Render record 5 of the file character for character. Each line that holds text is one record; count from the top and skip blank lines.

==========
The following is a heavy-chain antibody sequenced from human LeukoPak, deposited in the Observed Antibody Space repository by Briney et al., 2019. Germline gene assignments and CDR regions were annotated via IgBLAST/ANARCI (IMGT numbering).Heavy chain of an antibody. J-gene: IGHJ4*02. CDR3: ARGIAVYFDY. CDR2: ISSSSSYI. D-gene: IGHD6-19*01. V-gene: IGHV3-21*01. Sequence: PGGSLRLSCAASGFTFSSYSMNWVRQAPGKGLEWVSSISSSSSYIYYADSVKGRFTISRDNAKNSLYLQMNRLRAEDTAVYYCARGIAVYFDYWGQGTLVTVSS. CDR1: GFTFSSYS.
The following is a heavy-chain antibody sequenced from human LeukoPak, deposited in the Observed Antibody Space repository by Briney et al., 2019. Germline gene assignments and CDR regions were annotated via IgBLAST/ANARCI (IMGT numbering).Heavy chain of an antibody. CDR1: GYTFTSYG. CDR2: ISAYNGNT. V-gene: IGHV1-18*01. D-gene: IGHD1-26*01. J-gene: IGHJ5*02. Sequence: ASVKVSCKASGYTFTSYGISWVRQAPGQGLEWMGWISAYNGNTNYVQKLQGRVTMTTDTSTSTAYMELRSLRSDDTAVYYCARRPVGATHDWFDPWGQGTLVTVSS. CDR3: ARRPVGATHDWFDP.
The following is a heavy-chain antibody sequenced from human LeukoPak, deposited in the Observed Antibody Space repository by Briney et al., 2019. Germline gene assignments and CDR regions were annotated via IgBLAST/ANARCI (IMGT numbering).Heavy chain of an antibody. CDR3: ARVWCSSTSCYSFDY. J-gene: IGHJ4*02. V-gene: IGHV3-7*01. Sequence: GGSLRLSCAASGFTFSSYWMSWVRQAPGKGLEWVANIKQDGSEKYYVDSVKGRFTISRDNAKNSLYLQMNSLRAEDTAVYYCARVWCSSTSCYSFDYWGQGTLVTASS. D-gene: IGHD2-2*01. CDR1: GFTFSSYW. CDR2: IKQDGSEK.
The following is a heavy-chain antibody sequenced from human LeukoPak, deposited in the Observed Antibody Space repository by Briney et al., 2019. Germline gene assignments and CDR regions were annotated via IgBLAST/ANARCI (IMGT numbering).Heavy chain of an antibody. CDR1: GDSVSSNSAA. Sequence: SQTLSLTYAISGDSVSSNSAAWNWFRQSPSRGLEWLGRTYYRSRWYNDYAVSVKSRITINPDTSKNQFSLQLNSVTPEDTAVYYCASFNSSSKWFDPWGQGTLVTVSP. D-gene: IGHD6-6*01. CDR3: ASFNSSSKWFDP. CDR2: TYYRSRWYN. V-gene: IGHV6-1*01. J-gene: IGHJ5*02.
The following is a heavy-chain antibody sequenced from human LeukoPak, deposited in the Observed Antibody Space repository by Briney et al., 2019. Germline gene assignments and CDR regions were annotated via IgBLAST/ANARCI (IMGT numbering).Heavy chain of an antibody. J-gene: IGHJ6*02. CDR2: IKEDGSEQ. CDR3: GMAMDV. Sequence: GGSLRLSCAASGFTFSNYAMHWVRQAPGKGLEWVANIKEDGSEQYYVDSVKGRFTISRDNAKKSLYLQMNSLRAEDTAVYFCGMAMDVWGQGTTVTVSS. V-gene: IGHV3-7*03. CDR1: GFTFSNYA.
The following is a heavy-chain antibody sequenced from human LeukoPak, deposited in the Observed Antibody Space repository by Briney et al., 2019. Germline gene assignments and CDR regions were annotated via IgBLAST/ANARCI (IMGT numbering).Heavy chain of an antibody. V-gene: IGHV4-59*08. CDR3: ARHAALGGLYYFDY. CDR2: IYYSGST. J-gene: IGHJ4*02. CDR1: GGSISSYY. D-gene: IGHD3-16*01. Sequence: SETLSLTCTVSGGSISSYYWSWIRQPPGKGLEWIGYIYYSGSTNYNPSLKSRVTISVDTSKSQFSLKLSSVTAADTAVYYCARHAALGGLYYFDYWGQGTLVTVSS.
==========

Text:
The following is a heavy-chain antibody sequenced from human LeukoPak, deposited in the Observed Antibody Space repository by Briney et al., 2019. Germline gene assignments and CDR regions were annotated via IgBLAST/ANARCI (IMGT numbering).Heavy chain of an antibody. J-gene: IGHJ6*02. CDR2: IKEDGSEQ. CDR3: GMAMDV. Sequence: GGSLRLSCAASGFTFSNYAMHWVRQAPGKGLEWVANIKEDGSEQYYVDSVKGRFTISRDNAKKSLYLQMNSLRAEDTAVYFCGMAMDVWGQGTTVTVSS. V-gene: IGHV3-7*03. CDR1: GFTFSNYA.